Strengthening Local Communities in Tonle Sap Lake, Cambodia
12 Nov 2018
As one of the world's most productive inland fisheries, and a world cultural and environmental heritage site recognized by both UNESCO and the Ramsar Convention, the Tonle Sap Lake is truly one of the world's most unique freshwater wetlands ecosystem. It is also a system under threat by rapid environmental change, poor management and weak governance. Not only does this have implications for the wider Tonle Sap ecosystem, but for the livelihoods of millions of Cambodian citizens, who depend on this ecosystem for natural resources, especially fish.
To address this, the International Union for Conservation of Nature (IUCN), together with Fisheries Action Coalition Team (FACT), began a four years intervention (2013-2016) EU-funded project on strengthening the capacity of fishing communities in the Tonle Sap to manage and conserve their natural resources. These efforts have largely focused on the establishment of fish conservation areas (FCA) within three Tonle Sap communes: Phlov Touk, Kampong Phluk and Peam Bang-Boeung Tonle Chhmar. In the process, IUCN and FACT have tackled several sustainable development goals - addressing the challenges of climate change (SDG 13), working to reduce rural poverty and food insecurity (SDG 1; SDG 2), establishing equal opportunities for men and women (SDG 5), and of course, working to build on the sustainable development and ecosystem conservation objectives of the Cambodian Government, European Union, UNESCO, and Ramsar Convention (SDG 17). The freshwater wetland has been the unifying ingredient in this complex equation, with IUCN and FACT's work played an integral role in maintaining the integrity of the Tonle Sap ecosystem and improved its governance.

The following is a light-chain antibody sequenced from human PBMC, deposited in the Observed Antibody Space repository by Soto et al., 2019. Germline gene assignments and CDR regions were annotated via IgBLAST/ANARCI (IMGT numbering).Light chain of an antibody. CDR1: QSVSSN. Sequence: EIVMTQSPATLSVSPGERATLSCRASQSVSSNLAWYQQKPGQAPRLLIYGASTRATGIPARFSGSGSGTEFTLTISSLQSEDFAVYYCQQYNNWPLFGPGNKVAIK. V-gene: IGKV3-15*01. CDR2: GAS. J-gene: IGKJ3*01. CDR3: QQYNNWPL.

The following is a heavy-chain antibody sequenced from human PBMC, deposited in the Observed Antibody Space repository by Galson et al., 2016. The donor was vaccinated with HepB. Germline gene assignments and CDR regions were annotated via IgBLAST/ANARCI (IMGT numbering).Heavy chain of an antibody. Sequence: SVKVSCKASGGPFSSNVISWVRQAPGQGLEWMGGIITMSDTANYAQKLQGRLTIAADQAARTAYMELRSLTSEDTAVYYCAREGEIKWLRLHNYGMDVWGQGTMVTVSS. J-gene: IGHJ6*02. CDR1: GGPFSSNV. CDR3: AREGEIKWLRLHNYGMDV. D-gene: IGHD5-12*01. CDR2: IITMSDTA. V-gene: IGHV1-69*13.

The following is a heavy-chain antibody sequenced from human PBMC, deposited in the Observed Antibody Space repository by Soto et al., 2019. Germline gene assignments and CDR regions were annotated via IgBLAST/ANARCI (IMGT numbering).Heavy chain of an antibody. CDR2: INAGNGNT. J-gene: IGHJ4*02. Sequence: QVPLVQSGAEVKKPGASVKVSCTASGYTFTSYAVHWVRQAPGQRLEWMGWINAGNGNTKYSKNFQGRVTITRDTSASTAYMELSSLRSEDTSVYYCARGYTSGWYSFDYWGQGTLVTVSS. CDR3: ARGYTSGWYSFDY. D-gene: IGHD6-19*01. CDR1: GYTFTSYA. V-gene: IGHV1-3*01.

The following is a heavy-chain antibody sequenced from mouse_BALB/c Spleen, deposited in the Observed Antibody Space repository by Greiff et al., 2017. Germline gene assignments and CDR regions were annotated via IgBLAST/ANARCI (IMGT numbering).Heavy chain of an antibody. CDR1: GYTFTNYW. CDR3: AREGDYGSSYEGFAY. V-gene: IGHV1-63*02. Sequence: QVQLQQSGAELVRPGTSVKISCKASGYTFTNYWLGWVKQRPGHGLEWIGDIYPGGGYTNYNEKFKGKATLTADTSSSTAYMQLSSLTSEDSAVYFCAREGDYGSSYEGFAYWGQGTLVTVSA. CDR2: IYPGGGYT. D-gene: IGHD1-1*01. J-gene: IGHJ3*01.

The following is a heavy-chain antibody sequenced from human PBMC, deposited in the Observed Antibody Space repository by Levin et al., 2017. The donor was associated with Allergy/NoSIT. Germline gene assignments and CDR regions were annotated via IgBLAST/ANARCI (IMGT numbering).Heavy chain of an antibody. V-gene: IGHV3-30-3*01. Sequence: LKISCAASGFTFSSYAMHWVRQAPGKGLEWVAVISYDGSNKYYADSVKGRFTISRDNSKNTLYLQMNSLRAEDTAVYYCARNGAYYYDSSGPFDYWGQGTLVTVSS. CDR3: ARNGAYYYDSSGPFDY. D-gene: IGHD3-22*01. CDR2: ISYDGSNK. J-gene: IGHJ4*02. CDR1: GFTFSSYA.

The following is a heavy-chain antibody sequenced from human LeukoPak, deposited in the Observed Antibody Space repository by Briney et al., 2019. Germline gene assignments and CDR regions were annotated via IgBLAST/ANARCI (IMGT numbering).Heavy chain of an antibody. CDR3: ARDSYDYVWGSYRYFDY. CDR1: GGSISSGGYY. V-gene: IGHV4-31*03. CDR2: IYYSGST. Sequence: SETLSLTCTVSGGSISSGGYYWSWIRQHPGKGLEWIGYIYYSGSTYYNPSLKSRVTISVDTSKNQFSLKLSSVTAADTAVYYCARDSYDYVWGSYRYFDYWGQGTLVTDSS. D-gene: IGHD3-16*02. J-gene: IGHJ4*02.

One of the project's earliest successes was the successful negotiation and demarcation of FCA boundaries within each target community. IUCN and FACT worked closely with both community members, including local fishers, community fisheries committees (CFiC) and community protected area committees (CPAC), and local authorities from the commune council, the Fisheries Administration (FiA) and Ministry of Environment (MoE), to establish agreements on the location of the FCA based on local knowledge of productive fishery pools. With the demarcation established and with an on-going knowledge campaign regarding the benefits of ecosystem-based conservation, the FCAs became operational in 2015. Since then, communities have reported remarkable increases in the amount of fish that have spawned and harvested for subsistence and income. It is worth noting that before the establishment of the FCA, many of these areas had been depleted of fish. Now, communities, like the Balot CPA, have reported upwards of 50 tons of fish caught, providing on average around $1220 USD in annual income.